Then there are the townspeople of Milton, including Nicholas and Bessy Higgins.  The father and daughter had given up hope for Bessy’s survival.  When she contracted consumption in the cotton mill, she grew weaker and longed for death.  Once befriended by Margaret, hope began to lighten their eyes, and upon Bessy’s death, Margaret grew to be a great comfort to Nicholas as he mourned for his dead daughter. 
Mr. Bell is the godfather of Margaret and Frederick Hale, and it was by his hand and suggestion that the Hales moved to Milton.  He provided for Margaret when her father died and left all he had to her, which made her a great landowner in Milton.  His good-natured heart blessed the young woman in her time of distress, and they grew very fond of each other.

The quality of writing is exquisite, and Gaskell did a wonderful job of embracing the different ideas, thoughts, and dialects of various classes of people.  She weaves a wonderful speech by the educated Margaret, an honest and frank conversation from Mr. Thornton, and the uncouth, uneducated talking of the Higgins’.  Her words paint a pretty picture, and her description is sincere and light.  However, being published in 1855, the English that we speak nowadays is quite outdated, and so many of the idioms, phrases, and words have lost their understandability.  Depending on the reader, North and South may be hard to understand, especially when the uneducated characters speak.
North and South was published in a magazine called, Household Works, in a 20 part series, edited by Charles Dickens, in 1854.  It was not until the next year that it was published as a book, and Gaskell added other pieces to the printed copy because she was unable to write and develop the story as much as she wished in the magazine.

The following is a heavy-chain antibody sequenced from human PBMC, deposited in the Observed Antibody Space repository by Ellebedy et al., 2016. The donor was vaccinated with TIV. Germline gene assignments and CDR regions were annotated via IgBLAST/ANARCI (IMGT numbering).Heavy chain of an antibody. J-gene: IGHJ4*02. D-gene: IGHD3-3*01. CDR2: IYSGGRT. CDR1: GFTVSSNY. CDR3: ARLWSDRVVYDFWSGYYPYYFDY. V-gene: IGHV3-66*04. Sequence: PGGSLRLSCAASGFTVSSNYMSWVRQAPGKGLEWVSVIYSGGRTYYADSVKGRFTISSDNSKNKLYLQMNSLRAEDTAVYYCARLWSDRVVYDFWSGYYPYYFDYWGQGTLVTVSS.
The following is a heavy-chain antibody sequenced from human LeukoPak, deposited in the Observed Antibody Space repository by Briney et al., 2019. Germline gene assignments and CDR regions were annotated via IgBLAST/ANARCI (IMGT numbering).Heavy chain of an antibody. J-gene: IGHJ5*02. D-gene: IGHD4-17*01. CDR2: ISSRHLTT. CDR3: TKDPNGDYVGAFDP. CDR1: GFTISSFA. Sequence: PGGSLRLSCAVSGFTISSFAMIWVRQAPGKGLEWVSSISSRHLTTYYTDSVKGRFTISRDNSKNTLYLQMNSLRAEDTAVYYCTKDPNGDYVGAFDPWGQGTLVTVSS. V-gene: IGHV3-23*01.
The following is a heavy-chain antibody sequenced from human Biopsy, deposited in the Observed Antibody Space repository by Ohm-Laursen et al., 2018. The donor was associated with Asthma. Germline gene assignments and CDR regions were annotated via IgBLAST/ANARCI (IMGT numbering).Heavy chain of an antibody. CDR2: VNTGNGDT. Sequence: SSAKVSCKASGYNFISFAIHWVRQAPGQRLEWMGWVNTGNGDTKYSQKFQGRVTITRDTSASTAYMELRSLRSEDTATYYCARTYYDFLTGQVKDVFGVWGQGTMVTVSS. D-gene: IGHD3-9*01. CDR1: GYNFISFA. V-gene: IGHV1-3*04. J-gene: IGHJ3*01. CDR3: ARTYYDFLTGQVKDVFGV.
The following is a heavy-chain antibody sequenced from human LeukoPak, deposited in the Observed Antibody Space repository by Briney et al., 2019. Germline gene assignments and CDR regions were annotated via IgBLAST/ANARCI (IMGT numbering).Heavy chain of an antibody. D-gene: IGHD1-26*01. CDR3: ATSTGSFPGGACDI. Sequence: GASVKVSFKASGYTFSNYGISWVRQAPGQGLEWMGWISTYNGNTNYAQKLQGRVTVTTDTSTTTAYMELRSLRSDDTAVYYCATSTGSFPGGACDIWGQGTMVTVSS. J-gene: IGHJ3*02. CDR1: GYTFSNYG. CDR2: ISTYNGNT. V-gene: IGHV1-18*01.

Elizabeth Gaskell was born in Chelsea, London, England on the 29th of September 1810.  Her writing career began in 1836 when she and her husband wrote a collection of poems, and her work was often published through various magazines and newspapers.  Gaskell was a close friend to Charlotte Bronte and she worked with Charles Dickens, he being the editor for North and South.

The worldview of this novel is Christian, with a strong placement of faith in God and his goodness.  Mr. Hale is a pastor, and he is seen to pray several times with his family.  There is also a small element of Atheism from Nicholas Higgins, who has never been encouraged in any other religious faction but his own.
There is no profanity or language in North and South.  All of the characters have clean mouths, but they do gossip and speak openly about their frustrations toward other characters at times.  The subject of sex is also non-existent.  A small alcohol addiction is seen from one of the characters, but he typically drinks when he is greatly unhappy, and when this struggle is made clear, the character is strongly encouraged to reform and does make an effort to try.
There is a brief chapter in which there is a bit of violence. A mob attacks the Thornton home, and in the process wounds Margaret Hale when a rock is thrown at her, but there is no graphic description.  Death also occurs, later in the story, to several characters.  They die either from illness or old age, although one man dies while intoxicated, and another is alluded to having committed suicide by drowning himself in the river.
The plot of this book is well planned, and it is carried through to a very solid ending.  Each of Gaskell’s characters also remains steady, according to their original personality.  Although several of the characters are seen to grow in maturity, understanding, or character, they remain constant.  The quality is also continually good.

The story of North and South is captivating and enjoyable.  Gaskell’s characters are even more so, filled with life, longing, and love.  Mr. Thornton and Margaret Hale take a place in the hearts and minds of their readers, and they will always be dear classic characters.  From Hampshire to London, the journeys of the beautiful Margaret Hale will be loved and cherished.  From poverty to a rich factory owner, Mr. Thornton’s perseverance will continue to encourage us, embolden us, and live on forever. 

Theme ~ Positive! (For topics that are worth pondering and pursuing.)
Plot Line ~ Positive! (The story line is easy to follow and also pleasant read.)
Characters ~ Positive! (For memorable, lovable characters with human qualities.)
Writing Quality ~ Undetermined! (For understandability: the readers must determine this for themselves.)
Mature Content ~ Positive! (For clean, wholesome, and non-graphic writing.)
Congruency ~ Positive! (The joints of this book are very smooth.)

The total score for North and South by Elizabeth Gaskell is 5.5 out of a possible 6 positive points.